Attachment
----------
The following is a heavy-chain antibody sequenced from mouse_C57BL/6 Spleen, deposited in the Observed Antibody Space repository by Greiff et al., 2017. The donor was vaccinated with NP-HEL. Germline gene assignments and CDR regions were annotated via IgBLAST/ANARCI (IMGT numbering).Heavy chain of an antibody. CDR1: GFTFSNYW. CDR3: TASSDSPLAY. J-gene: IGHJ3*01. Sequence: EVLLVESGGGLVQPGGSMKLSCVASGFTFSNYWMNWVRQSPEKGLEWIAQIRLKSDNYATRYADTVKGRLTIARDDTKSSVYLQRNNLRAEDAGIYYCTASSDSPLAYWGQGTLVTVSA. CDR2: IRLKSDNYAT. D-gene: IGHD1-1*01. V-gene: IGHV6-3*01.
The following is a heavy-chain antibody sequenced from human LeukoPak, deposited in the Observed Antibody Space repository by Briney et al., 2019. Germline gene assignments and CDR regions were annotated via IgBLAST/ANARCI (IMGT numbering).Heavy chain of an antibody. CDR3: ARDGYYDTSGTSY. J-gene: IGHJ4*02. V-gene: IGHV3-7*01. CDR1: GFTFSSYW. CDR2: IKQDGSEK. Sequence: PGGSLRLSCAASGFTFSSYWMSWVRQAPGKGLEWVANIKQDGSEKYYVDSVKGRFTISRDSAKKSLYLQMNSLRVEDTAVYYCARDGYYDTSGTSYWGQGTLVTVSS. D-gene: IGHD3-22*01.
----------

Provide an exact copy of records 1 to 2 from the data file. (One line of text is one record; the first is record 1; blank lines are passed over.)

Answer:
The following is a heavy-chain antibody sequenced from mouse_C57BL/6 Spleen, deposited in the Observed Antibody Space repository by Greiff et al., 2017. The donor was vaccinated with NP-HEL. Germline gene assignments and CDR regions were annotated via IgBLAST/ANARCI (IMGT numbering).Heavy chain of an antibody. CDR1: GFTFSNYW. CDR3: TASSDSPLAY. J-gene: IGHJ3*01. Sequence: EVLLVESGGGLVQPGGSMKLSCVASGFTFSNYWMNWVRQSPEKGLEWIAQIRLKSDNYATRYADTVKGRLTIARDDTKSSVYLQRNNLRAEDAGIYYCTASSDSPLAYWGQGTLVTVSA. CDR2: IRLKSDNYAT. D-gene: IGHD1-1*01. V-gene: IGHV6-3*01.
The following is a heavy-chain antibody sequenced from human LeukoPak, deposited in the Observed Antibody Space repository by Briney et al., 2019. Germline gene assignments and CDR regions were annotated via IgBLAST/ANARCI (IMGT numbering).Heavy chain of an antibody. CDR3: ARDGYYDTSGTSY. J-gene: IGHJ4*02. V-gene: IGHV3-7*01. CDR1: GFTFSSYW. CDR2: IKQDGSEK. Sequence: PGGSLRLSCAASGFTFSSYWMSWVRQAPGKGLEWVANIKQDGSEKYYVDSVKGRFTISRDSAKKSLYLQMNSLRVEDTAVYYCARDGYYDTSGTSYWGQGTLVTVSS. D-gene: IGHD3-22*01.